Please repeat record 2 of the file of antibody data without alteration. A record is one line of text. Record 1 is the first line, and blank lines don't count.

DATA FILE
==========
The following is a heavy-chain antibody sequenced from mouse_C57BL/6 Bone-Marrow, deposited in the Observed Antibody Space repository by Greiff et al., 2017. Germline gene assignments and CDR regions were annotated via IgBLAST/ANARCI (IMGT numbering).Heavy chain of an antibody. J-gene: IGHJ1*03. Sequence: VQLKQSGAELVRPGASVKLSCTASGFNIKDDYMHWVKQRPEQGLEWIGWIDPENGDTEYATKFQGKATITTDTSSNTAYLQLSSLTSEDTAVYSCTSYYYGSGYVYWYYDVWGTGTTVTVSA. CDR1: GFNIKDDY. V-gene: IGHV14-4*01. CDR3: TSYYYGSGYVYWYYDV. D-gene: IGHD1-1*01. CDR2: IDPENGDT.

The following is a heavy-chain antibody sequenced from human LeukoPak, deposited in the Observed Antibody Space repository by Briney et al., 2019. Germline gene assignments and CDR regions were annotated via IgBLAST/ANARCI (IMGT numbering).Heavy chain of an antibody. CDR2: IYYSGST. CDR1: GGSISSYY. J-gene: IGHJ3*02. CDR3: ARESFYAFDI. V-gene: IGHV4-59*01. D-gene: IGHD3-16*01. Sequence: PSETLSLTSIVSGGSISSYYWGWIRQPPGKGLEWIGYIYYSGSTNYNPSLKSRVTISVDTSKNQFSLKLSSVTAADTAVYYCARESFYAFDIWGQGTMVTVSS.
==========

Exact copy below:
The following is a heavy-chain antibody sequenced from human LeukoPak, deposited in the Observed Antibody Space repository by Briney et al., 2019. Germline gene assignments and CDR regions were annotated via IgBLAST/ANARCI (IMGT numbering).Heavy chain of an antibody. CDR2: IYYSGST. CDR1: GGSISSYY. J-gene: IGHJ3*02. CDR3: ARESFYAFDI. V-gene: IGHV4-59*01. D-gene: IGHD3-16*01. Sequence: PSETLSLTSIVSGGSISSYYWGWIRQPPGKGLEWIGYIYYSGSTNYNPSLKSRVTISVDTSKNQFSLKLSSVTAADTAVYYCARESFYAFDIWGQGTMVTVSS.